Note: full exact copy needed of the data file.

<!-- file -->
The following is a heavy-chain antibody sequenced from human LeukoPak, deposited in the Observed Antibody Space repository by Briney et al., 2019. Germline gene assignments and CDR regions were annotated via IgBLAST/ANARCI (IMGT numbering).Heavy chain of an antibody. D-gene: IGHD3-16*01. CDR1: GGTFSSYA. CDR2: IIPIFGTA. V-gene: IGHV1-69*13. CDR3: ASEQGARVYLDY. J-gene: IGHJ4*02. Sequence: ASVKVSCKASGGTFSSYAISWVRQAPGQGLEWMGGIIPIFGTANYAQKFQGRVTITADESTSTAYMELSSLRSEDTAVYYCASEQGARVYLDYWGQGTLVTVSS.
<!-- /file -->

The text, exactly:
The following is a heavy-chain antibody sequenced from human LeukoPak, deposited in the Observed Antibody Space repository by Briney et al., 2019. Germline gene assignments and CDR regions were annotated via IgBLAST/ANARCI (IMGT numbering).Heavy chain of an antibody. D-gene: IGHD3-16*01. CDR1: GGTFSSYA. CDR2: IIPIFGTA. V-gene: IGHV1-69*13. CDR3: ASEQGARVYLDY. J-gene: IGHJ4*02. Sequence: ASVKVSCKASGGTFSSYAISWVRQAPGQGLEWMGGIIPIFGTANYAQKFQGRVTITADESTSTAYMELSSLRSEDTAVYYCASEQGARVYLDYWGQGTLVTVSS.